The lifestance of Humanism—guided by reason, inspired by compassion, and informed by experience—encourages us to live life well and fully. It evolved through the ages and continues to develop through the efforts of thoughtful people who recognize that values and ideals, however carefully wrought, are subject to change as our knowledge and understandings advance."

What I like about the manifesto is that it does not set things in stone. I do not get the sense that "this is what Humanism is, as it was in the beginning, now and forever shall be, world without end, Amen." It is continuously growing. If you read the previous two manifestos you'll see what I mean. It is an organic philosophy that, like water taking on the shape of whatever container it is poured into even as it retains its wateriness, adapts to the changes of life even as it retains its basic nature.

I also do not find it to be incompatible with Buddhism* - while it is by no means a "Buddhist" school of thought, the following affirmations below do not run counter to Buddhist teachings:

"This document is part of an ongoing effort to manifest in clear and positive terms the conceptual boundaries of Humanism, not what we must believe but a consensus of what we do believe. It is in this sense that we affirm the following:

Knowledge of the world is derived by observation, experimentation, and rational analysis.

Humans are an integral part of nature, the result of unguided evolutionary change.

Ethical values are derived from human need and interest as tested by experience.

Life's fulfillment emerges from individual participation in the service of humane ideals."

Well, except maybe for that last line. But not so much in the sense that Buddhism argues the opposite - that Life's fulfillment does not emerge from "individual participation in the service of humane ideals" - as in the sense that fulfillment isn't the point as far as Buddhism is concerned. That being said, there is nothing wrong with wanting to participate in the service of humane ideals. I, for one, choose to participate in this. Just because life is impermanent and life is dukkha (I prefer to use this term instead of the usual English translation into "suffering" because of my Catholic upbringing - the word suffering brings the image of crucifixion to my mind) doesn't mean that it is wrong and pointless to work to improve the quality of human life.  Let's continue:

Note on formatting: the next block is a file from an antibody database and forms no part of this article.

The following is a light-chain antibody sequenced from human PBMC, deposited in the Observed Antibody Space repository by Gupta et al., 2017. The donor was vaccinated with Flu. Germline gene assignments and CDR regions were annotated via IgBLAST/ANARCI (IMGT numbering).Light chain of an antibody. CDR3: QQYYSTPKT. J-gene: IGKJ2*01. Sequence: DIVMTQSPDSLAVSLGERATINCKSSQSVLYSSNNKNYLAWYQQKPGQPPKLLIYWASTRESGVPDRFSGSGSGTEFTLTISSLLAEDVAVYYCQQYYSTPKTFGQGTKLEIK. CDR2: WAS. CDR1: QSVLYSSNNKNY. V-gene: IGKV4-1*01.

"Humans are social by nature and find meaning in relationships.

Working to benefit society maximizes individual happiness.

Humanists are concerned for the well being of all, are committed to diversity, and respect those of differing yet humane views. We work to uphold the equal enjoyment of human rights and civil liberties in an open, secular society and maintain it is a civic duty to participate in the democratic process and a planetary duty to protect nature's integrity, diversity, and beauty in a secure, sustainable manner.
Thus engaged in the flow of life, we aspire to this vision with the informed conviction that humanity has the ability to progress toward its highest ideals. The responsibility for our lives and the kind of world in which we live is ours and ours alone."

Here, Buddhism and Humanism agree. Yes of course there are things and events that occur beyond our control. But although we do not have full control (and we shouldn't even bother trying to have full control if we want to keep our sanity), we do have some degree of control. We are not responsible for the uncontrollable events in our lives - we are however, responsible for how we choose to live.

To read the Manifesto III in full, click on this sentence.

*A disclaimer is necessary here: I am speaking here out of my own understanding of Buddhism.  I do not represent the whole of Buddhism, and other Buddhists may disagree with me.

Wednesday, 1 December 2010

Girl Gone Geek's Blog, Sandman, Tattoo Tuesday

While stalking the people I follow on Twitter I saw that Neil Gaiman (THE Neil Gaiman of Sandman and American Gods fame) retweeted a short link leading to this page: It's full of pictures of Sandman tattoos. It made me wish that I got a Sandman tattoo instead of the World from the Major Arcana Tarot. *sigh* Unfortunately, Japanese society (of which I'm a part of because of my marriage to a Japanese) doesn't look kindly on tats, associating them with yakuza members. Last year I went to the local pool in my wife's hometown and the lifeguard asked me to cover my tat. I spent a good part of the time with a towel strategically slung over my left shoulder so as to conceal the artwork on the shoulder blade. Talk about inconvenient! All this means is no more tattoos for me. All I can do is look at these beautiful tats and drool.